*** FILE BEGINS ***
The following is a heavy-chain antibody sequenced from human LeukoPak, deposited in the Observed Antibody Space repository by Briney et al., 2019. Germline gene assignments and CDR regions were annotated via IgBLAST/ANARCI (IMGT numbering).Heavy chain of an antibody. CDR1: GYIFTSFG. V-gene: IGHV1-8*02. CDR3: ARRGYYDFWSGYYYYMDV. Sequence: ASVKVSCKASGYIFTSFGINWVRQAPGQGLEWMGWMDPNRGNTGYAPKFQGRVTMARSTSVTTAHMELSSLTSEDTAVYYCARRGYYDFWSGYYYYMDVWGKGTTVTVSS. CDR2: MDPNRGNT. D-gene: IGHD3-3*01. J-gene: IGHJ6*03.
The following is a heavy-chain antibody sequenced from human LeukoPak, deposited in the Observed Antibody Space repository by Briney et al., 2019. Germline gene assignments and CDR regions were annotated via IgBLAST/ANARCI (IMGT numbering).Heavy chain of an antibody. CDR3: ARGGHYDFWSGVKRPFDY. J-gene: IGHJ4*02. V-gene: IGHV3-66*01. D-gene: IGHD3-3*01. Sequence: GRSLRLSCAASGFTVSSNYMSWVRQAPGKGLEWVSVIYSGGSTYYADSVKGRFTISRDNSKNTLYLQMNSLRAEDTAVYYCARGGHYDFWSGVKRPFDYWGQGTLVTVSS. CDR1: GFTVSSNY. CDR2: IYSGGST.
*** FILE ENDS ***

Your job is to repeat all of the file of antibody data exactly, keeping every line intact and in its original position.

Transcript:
The following is a heavy-chain antibody sequenced from human LeukoPak, deposited in the Observed Antibody Space repository by Briney et al., 2019. Germline gene assignments and CDR regions were annotated via IgBLAST/ANARCI (IMGT numbering).Heavy chain of an antibody. CDR1: GYIFTSFG. V-gene: IGHV1-8*02. CDR3: ARRGYYDFWSGYYYYMDV. Sequence: ASVKVSCKASGYIFTSFGINWVRQAPGQGLEWMGWMDPNRGNTGYAPKFQGRVTMARSTSVTTAHMELSSLTSEDTAVYYCARRGYYDFWSGYYYYMDVWGKGTTVTVSS. CDR2: MDPNRGNT. D-gene: IGHD3-3*01. J-gene: IGHJ6*03.
The following is a heavy-chain antibody sequenced from human LeukoPak, deposited in the Observed Antibody Space repository by Briney et al., 2019. Germline gene assignments and CDR regions were annotated via IgBLAST/ANARCI (IMGT numbering).Heavy chain of an antibody. CDR3: ARGGHYDFWSGVKRPFDY. J-gene: IGHJ4*02. V-gene: IGHV3-66*01. D-gene: IGHD3-3*01. Sequence: GRSLRLSCAASGFTVSSNYMSWVRQAPGKGLEWVSVIYSGGSTYYADSVKGRFTISRDNSKNTLYLQMNSLRAEDTAVYYCARGGHYDFWSGVKRPFDYWGQGTLVTVSS. CDR1: GFTVSSNY. CDR2: IYSGGST.